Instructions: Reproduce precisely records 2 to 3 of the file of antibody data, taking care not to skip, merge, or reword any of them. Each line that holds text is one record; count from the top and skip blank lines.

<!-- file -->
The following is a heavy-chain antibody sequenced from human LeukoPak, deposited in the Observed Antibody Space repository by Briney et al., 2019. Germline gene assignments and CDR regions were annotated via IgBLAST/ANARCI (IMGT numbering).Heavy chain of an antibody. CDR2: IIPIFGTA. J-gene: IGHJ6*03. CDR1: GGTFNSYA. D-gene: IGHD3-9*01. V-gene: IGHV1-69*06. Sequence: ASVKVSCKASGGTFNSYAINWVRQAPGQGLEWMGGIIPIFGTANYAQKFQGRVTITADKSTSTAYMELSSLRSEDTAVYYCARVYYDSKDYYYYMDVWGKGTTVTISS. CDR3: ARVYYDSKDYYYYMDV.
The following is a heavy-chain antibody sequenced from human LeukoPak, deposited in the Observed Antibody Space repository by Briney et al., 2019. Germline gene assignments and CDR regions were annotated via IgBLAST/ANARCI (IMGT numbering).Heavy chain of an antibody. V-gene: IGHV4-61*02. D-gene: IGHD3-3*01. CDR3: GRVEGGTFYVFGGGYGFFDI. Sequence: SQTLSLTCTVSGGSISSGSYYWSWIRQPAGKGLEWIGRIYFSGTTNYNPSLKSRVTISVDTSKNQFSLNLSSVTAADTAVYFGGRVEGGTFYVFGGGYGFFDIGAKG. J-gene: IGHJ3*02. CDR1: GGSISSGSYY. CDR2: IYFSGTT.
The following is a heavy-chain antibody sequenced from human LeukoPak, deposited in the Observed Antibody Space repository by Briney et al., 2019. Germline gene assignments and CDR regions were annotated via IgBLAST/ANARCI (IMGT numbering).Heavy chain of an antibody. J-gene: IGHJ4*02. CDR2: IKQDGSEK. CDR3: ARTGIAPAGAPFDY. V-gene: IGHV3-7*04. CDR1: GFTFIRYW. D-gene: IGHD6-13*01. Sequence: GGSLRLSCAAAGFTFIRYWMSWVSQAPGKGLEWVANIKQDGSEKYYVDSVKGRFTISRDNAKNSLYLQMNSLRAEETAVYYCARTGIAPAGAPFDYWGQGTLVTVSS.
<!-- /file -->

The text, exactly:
The following is a heavy-chain antibody sequenced from human LeukoPak, deposited in the Observed Antibody Space repository by Briney et al., 2019. Germline gene assignments and CDR regions were annotated via IgBLAST/ANARCI (IMGT numbering).Heavy chain of an antibody. V-gene: IGHV4-61*02. D-gene: IGHD3-3*01. CDR3: GRVEGGTFYVFGGGYGFFDI. Sequence: SQTLSLTCTVSGGSISSGSYYWSWIRQPAGKGLEWIGRIYFSGTTNYNPSLKSRVTISVDTSKNQFSLNLSSVTAADTAVYFGGRVEGGTFYVFGGGYGFFDIGAKG. J-gene: IGHJ3*02. CDR1: GGSISSGSYY. CDR2: IYFSGTT.
The following is a heavy-chain antibody sequenced from human LeukoPak, deposited in the Observed Antibody Space repository by Briney et al., 2019. Germline gene assignments and CDR regions were annotated via IgBLAST/ANARCI (IMGT numbering).Heavy chain of an antibody. J-gene: IGHJ4*02. CDR2: IKQDGSEK. CDR3: ARTGIAPAGAPFDY. V-gene: IGHV3-7*04. CDR1: GFTFIRYW. D-gene: IGHD6-13*01. Sequence: GGSLRLSCAAAGFTFIRYWMSWVSQAPGKGLEWVANIKQDGSEKYYVDSVKGRFTISRDNAKNSLYLQMNSLRAEETAVYYCARTGIAPAGAPFDYWGQGTLVTVSS.